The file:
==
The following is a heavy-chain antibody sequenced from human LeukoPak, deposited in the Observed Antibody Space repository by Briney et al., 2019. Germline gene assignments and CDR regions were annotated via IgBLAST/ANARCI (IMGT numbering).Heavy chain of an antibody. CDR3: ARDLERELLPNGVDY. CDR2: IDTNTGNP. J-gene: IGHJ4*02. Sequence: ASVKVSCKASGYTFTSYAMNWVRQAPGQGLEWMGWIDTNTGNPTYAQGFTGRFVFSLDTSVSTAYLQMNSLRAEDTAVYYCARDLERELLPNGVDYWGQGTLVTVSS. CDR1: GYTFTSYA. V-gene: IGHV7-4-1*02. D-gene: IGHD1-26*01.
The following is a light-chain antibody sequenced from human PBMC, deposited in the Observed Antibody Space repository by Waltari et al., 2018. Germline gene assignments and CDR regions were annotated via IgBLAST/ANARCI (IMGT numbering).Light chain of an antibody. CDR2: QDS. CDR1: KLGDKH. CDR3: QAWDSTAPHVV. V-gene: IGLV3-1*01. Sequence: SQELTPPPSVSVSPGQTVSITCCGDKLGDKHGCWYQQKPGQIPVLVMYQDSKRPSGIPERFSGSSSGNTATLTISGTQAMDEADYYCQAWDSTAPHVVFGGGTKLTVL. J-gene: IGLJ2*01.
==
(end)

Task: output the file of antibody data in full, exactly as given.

The following is a heavy-chain antibody sequenced from human LeukoPak, deposited in the Observed Antibody Space repository by Briney et al., 2019. Germline gene assignments and CDR regions were annotated via IgBLAST/ANARCI (IMGT numbering).Heavy chain of an antibody. CDR3: ARDLERELLPNGVDY. CDR2: IDTNTGNP. J-gene: IGHJ4*02. Sequence: ASVKVSCKASGYTFTSYAMNWVRQAPGQGLEWMGWIDTNTGNPTYAQGFTGRFVFSLDTSVSTAYLQMNSLRAEDTAVYYCARDLERELLPNGVDYWGQGTLVTVSS. CDR1: GYTFTSYA. V-gene: IGHV7-4-1*02. D-gene: IGHD1-26*01.
The following is a light-chain antibody sequenced from human PBMC, deposited in the Observed Antibody Space repository by Waltari et al., 2018. Germline gene assignments and CDR regions were annotated via IgBLAST/ANARCI (IMGT numbering).Light chain of an antibody. CDR2: QDS. CDR1: KLGDKH. CDR3: QAWDSTAPHVV. V-gene: IGLV3-1*01. Sequence: SQELTPPPSVSVSPGQTVSITCCGDKLGDKHGCWYQQKPGQIPVLVMYQDSKRPSGIPERFSGSSSGNTATLTISGTQAMDEADYYCQAWDSTAPHVVFGGGTKLTVL. J-gene: IGLJ2*01.